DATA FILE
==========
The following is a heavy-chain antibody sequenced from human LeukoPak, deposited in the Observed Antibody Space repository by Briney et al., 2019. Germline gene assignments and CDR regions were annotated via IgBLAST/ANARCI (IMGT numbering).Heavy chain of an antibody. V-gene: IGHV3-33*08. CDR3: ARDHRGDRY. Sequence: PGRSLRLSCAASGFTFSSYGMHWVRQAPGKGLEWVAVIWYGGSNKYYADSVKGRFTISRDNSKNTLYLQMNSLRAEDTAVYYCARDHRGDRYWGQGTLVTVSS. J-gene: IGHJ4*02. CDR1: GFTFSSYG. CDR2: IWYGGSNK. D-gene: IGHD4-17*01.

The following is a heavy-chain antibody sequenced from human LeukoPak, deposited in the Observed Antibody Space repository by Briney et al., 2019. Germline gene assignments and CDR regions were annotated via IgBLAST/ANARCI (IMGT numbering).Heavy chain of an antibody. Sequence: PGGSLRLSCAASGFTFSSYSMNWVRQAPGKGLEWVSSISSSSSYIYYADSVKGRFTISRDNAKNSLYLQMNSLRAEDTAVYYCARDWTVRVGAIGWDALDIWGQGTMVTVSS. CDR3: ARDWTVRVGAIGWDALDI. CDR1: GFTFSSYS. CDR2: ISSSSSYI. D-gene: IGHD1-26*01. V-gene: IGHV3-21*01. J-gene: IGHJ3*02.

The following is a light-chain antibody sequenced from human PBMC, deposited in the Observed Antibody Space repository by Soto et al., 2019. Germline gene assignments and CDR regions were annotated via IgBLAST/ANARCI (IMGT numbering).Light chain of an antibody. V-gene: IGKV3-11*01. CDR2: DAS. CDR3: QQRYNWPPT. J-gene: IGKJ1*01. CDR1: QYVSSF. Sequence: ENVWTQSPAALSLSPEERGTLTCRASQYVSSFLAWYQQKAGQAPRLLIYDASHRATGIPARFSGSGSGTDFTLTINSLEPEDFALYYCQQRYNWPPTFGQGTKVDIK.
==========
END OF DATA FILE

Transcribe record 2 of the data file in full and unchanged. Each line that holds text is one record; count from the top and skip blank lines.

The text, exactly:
The following is a heavy-chain antibody sequenced from human LeukoPak, deposited in the Observed Antibody Space repository by Briney et al., 2019. Germline gene assignments and CDR regions were annotated via IgBLAST/ANARCI (IMGT numbering).Heavy chain of an antibody. Sequence: PGGSLRLSCAASGFTFSSYSMNWVRQAPGKGLEWVSSISSSSSYIYYADSVKGRFTISRDNAKNSLYLQMNSLRAEDTAVYYCARDWTVRVGAIGWDALDIWGQGTMVTVSS. CDR3: ARDWTVRVGAIGWDALDI. CDR1: GFTFSSYS. CDR2: ISSSSSYI. D-gene: IGHD1-26*01. V-gene: IGHV3-21*01. J-gene: IGHJ3*02.